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The Final Straw

The Final Straw

If you have ever ordered a drink in a bar or restaurant you are likely to have received a plastic straw too. But did you ever think about where this came from or where it will end up?

Plastic straws, as well as other disposable plastics, have gained lots of publicity since David Attenborough’s Blue Planet II. This program highlighted the issues that single-use plastics pose to our oceans and wildlife.

The main issue with plastic straws is that they are made from virgin materials, are only used for a short period and the majority are not recycled.

Because of this, many companies are now campaigning to ban plastic straws, particularly in the hospitality industry. One example of this is ‘Straw War’s', started up by Randall and Aubin (one of our longstanding customers). We wanted to find out more.

So, we caught up with Jamie Poulton owner of Randall and Aubin, to find out about this campaign. 

When and what inspired you start up Straw Wars?

‘I started Straw Wars in 2010, as a campaign to raise awareness of the impacts plastic straws have on the environment, and to make a change in the Soho area.  A friend of mine had recently sailed across the Pacific in ‘Plastiki’ a boat made of plastic waste which started me thinking about what else could be done.’
The Final Straw

Plastiki

Soho is densely populated with bars and restaurants, an area that has a high impact in terms of waste production and air pollution. Jamie seized the opportunity to make a small, impactful change…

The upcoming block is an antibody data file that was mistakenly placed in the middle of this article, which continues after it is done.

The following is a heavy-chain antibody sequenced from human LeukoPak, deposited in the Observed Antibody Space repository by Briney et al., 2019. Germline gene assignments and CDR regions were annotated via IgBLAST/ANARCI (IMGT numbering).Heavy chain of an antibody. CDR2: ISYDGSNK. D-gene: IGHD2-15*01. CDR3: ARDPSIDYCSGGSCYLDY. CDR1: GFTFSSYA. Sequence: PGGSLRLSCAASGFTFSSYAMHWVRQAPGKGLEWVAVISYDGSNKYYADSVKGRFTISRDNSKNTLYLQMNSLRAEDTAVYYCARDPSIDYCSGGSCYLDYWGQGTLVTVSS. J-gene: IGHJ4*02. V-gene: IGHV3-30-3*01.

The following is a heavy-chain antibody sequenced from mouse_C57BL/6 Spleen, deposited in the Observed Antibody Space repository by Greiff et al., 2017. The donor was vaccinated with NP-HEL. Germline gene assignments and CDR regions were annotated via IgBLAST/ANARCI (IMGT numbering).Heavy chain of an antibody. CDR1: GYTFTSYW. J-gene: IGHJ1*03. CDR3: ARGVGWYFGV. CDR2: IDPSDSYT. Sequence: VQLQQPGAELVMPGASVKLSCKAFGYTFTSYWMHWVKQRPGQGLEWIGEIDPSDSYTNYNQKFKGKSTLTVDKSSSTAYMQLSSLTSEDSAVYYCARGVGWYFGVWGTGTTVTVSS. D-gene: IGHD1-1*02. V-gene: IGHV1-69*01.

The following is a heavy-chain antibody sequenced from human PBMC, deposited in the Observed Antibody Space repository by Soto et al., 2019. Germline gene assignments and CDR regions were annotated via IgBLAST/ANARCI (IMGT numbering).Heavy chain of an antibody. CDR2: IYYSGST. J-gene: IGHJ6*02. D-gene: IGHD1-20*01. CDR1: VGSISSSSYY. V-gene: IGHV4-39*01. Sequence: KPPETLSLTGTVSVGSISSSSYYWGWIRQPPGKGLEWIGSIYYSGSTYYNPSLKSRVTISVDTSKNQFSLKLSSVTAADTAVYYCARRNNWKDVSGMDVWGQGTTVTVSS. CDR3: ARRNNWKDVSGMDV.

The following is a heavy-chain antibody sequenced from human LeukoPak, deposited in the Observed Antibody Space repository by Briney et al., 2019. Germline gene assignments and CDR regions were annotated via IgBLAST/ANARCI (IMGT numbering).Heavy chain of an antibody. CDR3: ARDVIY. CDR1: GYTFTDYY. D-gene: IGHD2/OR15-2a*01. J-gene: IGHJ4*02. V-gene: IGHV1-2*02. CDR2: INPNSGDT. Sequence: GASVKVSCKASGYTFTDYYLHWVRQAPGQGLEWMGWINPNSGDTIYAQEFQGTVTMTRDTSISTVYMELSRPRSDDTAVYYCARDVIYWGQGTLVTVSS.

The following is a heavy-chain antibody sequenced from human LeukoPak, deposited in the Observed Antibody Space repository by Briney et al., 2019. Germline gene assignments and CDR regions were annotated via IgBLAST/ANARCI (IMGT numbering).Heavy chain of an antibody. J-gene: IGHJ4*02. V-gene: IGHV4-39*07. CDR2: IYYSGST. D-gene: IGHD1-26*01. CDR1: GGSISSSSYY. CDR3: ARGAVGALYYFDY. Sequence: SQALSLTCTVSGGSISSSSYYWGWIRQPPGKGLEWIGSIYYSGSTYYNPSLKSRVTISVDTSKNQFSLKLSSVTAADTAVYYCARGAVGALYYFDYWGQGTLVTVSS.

‘I’ve always been conscious of waste, and plastic straws were an easy thing to change.’
 ‘Straws are inexpensive, so cost savings weren’t an incentive. The fact that it was a quick, easy change to make attracted people to sign up and made it achievable’. 

The pledge is simple. Either get rid of plastic straws completely or provide them only when requested by a customer. 

 ‘… we created a website and some stickers to display in windows for those signed up to the pledge. That way we were raising awareness not only for those working there but also people coming to the area to eat and drink’.

Did restaurants in Soho show much interest in the campaign?

 ‘… everyone I approached was extremely positive towards the campaign and took on board my suggestions. I started Randall and Aubin in 1996 so I am familiar with many of the restaurant and bar owners in the area.’ 

Currently the campaign has 158 restaurants and bars in the Soho area signed up to the pledge. 

Do you have any future plans for the campaign?

‘…plastic pollution is such a topical issue; it has gained lots of momentum that most businesses in the hospitality industry are already getting on board with the idea of reducing plastic waste.’

And finally what else do you think needs to change?

‘ ... I think packaging is the next big area we need to see some change. Deliveries consist of so much wasteful packaging and polystyrene in particular. Suppliers need to rethink the way they supply products, can’t vessels be cleaned and reused to deliver items?’

So it appears the tide against plastic straws is gaining momentum. Scotland is even set to become the first UK country to completely ban all plastic straws by 2019. We hope that the hospitality industry continues to think about plastic straws and other disposables and ways in which they can reduce this waste. 

Jessica Parrilla

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